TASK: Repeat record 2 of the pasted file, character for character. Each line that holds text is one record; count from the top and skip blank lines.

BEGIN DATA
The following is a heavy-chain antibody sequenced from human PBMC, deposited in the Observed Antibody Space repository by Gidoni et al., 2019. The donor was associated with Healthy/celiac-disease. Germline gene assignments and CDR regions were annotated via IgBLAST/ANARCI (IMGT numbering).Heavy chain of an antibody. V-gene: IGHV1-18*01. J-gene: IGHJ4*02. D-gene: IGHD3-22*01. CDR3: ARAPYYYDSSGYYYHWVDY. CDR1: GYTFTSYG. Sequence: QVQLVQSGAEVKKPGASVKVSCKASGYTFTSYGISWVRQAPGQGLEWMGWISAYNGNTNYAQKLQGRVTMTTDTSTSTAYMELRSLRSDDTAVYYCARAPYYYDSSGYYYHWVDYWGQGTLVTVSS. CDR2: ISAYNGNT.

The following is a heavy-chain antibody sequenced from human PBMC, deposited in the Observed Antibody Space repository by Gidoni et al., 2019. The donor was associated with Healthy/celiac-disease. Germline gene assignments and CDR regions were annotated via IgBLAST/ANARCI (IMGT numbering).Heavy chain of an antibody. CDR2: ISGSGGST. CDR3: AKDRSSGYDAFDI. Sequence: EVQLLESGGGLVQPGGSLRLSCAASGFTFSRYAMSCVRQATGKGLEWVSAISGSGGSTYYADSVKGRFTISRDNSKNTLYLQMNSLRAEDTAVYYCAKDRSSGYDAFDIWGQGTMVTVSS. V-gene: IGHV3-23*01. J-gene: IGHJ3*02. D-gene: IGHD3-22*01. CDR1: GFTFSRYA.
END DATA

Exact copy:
The following is a heavy-chain antibody sequenced from human PBMC, deposited in the Observed Antibody Space repository by Gidoni et al., 2019. The donor was associated with Healthy/celiac-disease. Germline gene assignments and CDR regions were annotated via IgBLAST/ANARCI (IMGT numbering).Heavy chain of an antibody. CDR2: ISGSGGST. CDR3: AKDRSSGYDAFDI. Sequence: EVQLLESGGGLVQPGGSLRLSCAASGFTFSRYAMSCVRQATGKGLEWVSAISGSGGSTYYADSVKGRFTISRDNSKNTLYLQMNSLRAEDTAVYYCAKDRSSGYDAFDIWGQGTMVTVSS. V-gene: IGHV3-23*01. J-gene: IGHJ3*02. D-gene: IGHD3-22*01. CDR1: GFTFSRYA.